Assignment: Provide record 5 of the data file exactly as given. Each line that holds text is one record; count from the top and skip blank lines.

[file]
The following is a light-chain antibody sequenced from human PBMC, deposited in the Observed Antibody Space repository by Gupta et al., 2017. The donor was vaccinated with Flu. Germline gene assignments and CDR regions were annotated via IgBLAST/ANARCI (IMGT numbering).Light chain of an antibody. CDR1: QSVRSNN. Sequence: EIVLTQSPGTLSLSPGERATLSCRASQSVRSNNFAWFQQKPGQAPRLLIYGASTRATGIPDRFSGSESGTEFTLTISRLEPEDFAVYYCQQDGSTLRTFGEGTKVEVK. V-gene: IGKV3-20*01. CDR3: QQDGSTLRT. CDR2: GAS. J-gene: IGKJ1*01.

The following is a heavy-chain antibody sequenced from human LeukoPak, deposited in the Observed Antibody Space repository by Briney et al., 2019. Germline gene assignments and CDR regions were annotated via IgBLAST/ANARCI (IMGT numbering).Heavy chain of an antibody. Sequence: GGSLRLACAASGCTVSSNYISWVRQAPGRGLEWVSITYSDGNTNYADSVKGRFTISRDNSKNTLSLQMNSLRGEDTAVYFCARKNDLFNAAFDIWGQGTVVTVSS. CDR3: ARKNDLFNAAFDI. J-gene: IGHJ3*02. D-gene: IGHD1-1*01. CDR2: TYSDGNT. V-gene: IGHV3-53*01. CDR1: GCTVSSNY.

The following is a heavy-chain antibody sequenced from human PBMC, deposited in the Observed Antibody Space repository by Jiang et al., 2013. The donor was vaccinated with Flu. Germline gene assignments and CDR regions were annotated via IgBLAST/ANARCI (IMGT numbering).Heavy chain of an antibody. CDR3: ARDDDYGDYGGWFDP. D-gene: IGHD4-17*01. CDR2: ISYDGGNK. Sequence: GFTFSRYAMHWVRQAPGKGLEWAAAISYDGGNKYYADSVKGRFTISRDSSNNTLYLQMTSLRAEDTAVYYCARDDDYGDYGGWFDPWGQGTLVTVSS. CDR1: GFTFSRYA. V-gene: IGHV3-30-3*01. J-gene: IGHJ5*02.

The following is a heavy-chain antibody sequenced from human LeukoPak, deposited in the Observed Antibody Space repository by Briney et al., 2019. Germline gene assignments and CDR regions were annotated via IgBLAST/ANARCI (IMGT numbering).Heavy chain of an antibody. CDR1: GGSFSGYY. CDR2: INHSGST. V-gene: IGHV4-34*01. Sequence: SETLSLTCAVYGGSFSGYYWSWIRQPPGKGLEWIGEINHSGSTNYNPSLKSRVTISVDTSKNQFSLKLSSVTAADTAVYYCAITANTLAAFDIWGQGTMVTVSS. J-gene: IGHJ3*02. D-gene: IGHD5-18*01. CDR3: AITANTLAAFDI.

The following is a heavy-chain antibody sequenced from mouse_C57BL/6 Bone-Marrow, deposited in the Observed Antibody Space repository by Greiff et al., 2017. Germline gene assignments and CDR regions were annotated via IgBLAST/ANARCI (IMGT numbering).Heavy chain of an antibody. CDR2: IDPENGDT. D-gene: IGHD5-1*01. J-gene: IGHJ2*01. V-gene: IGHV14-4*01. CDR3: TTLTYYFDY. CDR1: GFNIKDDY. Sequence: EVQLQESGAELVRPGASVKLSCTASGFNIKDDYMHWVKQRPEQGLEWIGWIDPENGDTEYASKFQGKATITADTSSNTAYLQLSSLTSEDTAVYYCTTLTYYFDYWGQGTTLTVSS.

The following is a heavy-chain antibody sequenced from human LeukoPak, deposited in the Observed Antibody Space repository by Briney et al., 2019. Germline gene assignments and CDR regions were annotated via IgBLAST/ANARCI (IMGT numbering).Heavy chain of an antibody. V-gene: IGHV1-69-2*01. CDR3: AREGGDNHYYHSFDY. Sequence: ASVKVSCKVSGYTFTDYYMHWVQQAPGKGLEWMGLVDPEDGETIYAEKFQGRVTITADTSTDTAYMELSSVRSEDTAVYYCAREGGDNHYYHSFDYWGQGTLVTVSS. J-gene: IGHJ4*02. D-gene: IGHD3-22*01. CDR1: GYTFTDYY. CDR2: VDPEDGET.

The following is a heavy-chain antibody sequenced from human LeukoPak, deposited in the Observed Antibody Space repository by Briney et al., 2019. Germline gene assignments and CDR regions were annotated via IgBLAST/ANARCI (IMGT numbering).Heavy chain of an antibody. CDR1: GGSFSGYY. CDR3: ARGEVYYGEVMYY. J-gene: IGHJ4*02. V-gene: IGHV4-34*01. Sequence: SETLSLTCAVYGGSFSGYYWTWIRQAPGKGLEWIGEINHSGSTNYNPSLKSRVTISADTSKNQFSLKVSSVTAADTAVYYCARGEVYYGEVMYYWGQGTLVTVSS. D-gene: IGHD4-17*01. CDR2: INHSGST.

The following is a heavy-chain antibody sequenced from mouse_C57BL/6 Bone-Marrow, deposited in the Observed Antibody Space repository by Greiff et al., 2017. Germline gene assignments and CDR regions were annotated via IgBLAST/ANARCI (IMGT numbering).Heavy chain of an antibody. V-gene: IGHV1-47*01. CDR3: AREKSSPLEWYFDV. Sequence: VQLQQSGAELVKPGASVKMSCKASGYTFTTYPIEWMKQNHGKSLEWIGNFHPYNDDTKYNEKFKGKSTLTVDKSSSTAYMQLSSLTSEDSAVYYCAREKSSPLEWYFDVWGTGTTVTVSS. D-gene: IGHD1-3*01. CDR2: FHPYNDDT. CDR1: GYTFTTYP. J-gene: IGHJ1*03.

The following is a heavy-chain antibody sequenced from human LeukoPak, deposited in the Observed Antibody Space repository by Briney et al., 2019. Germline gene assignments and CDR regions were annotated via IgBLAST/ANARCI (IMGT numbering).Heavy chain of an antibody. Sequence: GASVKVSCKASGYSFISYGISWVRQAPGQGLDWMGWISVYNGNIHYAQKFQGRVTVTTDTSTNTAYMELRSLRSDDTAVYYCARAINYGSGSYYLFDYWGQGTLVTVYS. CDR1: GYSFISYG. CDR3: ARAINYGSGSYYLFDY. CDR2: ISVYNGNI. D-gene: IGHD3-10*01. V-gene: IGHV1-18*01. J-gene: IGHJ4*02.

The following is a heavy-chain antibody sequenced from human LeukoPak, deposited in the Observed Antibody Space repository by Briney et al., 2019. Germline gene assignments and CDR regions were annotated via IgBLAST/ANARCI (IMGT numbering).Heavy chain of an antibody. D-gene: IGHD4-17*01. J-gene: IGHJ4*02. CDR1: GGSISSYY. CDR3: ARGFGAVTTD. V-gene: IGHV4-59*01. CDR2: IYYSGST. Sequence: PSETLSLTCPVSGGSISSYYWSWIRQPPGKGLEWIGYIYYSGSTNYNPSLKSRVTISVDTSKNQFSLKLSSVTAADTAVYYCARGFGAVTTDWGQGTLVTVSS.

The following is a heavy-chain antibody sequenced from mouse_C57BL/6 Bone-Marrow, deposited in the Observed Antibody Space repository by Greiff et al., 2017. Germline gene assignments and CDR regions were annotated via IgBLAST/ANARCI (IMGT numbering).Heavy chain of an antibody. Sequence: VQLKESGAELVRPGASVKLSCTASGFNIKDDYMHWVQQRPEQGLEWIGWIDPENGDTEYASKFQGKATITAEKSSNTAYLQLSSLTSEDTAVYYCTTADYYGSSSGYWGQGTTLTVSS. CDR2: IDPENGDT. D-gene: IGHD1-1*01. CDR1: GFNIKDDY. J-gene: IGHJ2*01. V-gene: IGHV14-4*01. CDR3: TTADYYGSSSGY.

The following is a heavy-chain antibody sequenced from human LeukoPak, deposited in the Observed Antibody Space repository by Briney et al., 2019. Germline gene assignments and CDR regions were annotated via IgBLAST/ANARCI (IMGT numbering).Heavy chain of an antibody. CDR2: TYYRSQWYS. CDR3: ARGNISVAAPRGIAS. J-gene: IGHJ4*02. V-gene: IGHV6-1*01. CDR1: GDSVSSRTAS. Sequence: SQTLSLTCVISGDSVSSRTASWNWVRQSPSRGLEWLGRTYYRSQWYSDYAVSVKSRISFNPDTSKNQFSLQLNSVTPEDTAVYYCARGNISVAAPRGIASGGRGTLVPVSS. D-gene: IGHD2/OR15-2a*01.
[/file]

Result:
The following is a heavy-chain antibody sequenced from mouse_C57BL/6 Bone-Marrow, deposited in the Observed Antibody Space repository by Greiff et al., 2017. Germline gene assignments and CDR regions were annotated via IgBLAST/ANARCI (IMGT numbering).Heavy chain of an antibody. CDR2: IDPENGDT. D-gene: IGHD5-1*01. J-gene: IGHJ2*01. V-gene: IGHV14-4*01. CDR3: TTLTYYFDY. CDR1: GFNIKDDY. Sequence: EVQLQESGAELVRPGASVKLSCTASGFNIKDDYMHWVKQRPEQGLEWIGWIDPENGDTEYASKFQGKATITADTSSNTAYLQLSSLTSEDTAVYYCTTLTYYFDYWGQGTTLTVSS.